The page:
They live in the gray2022.
Directed by Abel Vang and Burlee Vang.
Starring Michelle Krusiec, Ken Kirby, Madelyn Grace, JR Cacia, Ellen Wroe and Cami Storm.
A clairvoyant social worker has visions of supernatural forces haunting a family when she investigates a child abuse case.
Capturing a certain mood on film must be a daunting task for filmmakers, even more so if you want to maintain that mood for an extended period of time. They live in the gray it’s a movie that captures the mood of pain and keeps it going at all times, and boy, does it keep it at all times. oh boy why They live in the gray it’s 114 minutes long and if it were, say, a funeral album by an obscure European metal band, then I’d be applauded, not encouraged, to maintain that sad sense of hopelessness throughout. But it’s not a doom metal album.
They live in the gray it’s a movie, designed to be seen by an audience that sits in front of it hoping to be entertained, or at least moved. If said audience has something to think about, get involved with, or perhaps end up in a deep discussion with someone about it, all the better, but entertainment is key, and They live in the gray it’s so simple, so wrapped up in its own sense of melancholy that it never becomes anything other than a somber melodrama, and the dramatic part of that word is often missing as well.
The story revolves around Claire (Michelle Krusiec), who we first see trying to hang herself in her home. It turns out that Claire and her husband Peter (Ken Kirby) had a young son who was killed in a hit-and-run accident, and Peter left because he couldn’t communicate with Claire in her grieving state. They are still in touch and Peter is trying to reconcile with Claire, but her intense grief and sense of loss is proving too much.
However, the suicide attempt fails and Claire returns to her job at Child Protective Service, where she is assigned to the Lang family case, where young daughter Sophie (Madelyn Grace) is suspected of being abused as she has bruises. in the body. . Once inside the Lang house, Claire begins having visions of a ghostly woman, followed by various other spectral entities. She decides to drop the case, but when the Lang family is threatened with taking care of Sophie as more bruises appear, Claire decides to help, and as her growing powers of clairvoyance begin to reveal what lies within the Lang household, Claire doesn’t. just start. piece together what happened to Sophie, but she also comes to terms with her own pain.
Looking at They live in the gray you have the feeling that The sixth Sense made a big impression in The Vang Brothers, as it’s very hard to get away from the “I see dead people” motif that both films employ, especially in this film, as that’s pretty much all Claire does. She wonders about the Lang house, or even stays in her own house, and has visions that may or may not be connected, most of the time not, as her son’s death has nothing to do with what’s happening. with the Lang family.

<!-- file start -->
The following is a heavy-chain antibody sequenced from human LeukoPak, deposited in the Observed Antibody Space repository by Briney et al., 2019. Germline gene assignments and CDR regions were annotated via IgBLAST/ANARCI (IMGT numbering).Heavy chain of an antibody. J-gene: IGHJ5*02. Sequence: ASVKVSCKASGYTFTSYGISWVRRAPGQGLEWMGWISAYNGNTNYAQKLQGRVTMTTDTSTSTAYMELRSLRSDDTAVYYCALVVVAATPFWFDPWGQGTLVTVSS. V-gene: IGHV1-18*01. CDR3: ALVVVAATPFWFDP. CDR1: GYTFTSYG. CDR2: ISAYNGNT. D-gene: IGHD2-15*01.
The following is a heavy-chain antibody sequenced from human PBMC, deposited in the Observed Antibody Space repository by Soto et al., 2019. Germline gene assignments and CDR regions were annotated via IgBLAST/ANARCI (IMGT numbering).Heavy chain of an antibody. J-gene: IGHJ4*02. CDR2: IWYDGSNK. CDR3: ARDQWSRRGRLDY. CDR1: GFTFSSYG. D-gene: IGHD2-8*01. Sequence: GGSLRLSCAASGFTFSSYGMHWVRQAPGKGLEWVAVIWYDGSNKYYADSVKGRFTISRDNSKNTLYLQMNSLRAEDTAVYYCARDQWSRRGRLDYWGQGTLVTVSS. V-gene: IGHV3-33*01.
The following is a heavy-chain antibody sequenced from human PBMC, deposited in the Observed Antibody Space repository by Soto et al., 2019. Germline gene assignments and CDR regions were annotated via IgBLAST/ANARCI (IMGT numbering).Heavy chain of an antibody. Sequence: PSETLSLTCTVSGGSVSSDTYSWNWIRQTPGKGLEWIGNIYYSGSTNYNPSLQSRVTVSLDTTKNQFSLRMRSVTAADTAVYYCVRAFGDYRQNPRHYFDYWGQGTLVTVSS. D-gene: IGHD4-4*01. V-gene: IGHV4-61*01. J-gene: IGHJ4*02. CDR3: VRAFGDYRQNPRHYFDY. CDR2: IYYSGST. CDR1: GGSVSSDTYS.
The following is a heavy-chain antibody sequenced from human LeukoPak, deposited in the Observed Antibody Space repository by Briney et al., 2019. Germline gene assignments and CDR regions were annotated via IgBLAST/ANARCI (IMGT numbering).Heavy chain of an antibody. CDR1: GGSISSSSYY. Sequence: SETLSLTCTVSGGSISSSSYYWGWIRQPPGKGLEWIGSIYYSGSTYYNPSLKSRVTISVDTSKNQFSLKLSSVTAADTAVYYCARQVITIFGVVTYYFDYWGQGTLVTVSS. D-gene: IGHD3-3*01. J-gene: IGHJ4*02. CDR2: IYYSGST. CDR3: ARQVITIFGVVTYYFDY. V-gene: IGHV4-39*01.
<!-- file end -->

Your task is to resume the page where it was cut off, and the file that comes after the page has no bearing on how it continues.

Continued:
Despite the art style that some of these visions show, it’s very little considering that Claire isn’t a very likeable character, which is an odd choice considering what happened to her, and all this misery is spread needlessly in an attempt to creating something meaningful and moving, when in reality it’s boring and tedious because spending every scene with a terminally miserable character played by an actor with only one expression on his face at all times (well, he has two: frowning and yelling). ), and whose line delivery is mumbling while occasionally crying at the same time, is just as painful for the audience as it clearly is for everyone on screen. And there’s almost two hours of this.
There could be something in the middle of They live in the gray, because The Vardy Brothers can clearly shoot a movie and set a mood (although more than one would be nice), but it’s too derivative of other movies that have done similar things but with more influence. The point is that if this had been done before The sixth Sense it’s unlikely to have had the same impact as that film, as the writing is too disjointed and uninteresting to appeal to a mainstream audience. As it is, it was made more than twenty years later The sixth Sense and adds nothing to the “horror as metaphor” cinematic style it espouses.
Yes, They live in the gray it’s dark, both literally and stylistically, but two hours with the same dour expression and the same old ghostly apparitions (screaming women, old men, children with blood on their faces, etc.) appearing to say ‘Boo!’ it just doesn’t work anymore, especially when the horror is practically non-existent.
Flashing Myth Rating – Movie: ★ ★ / Movie: ★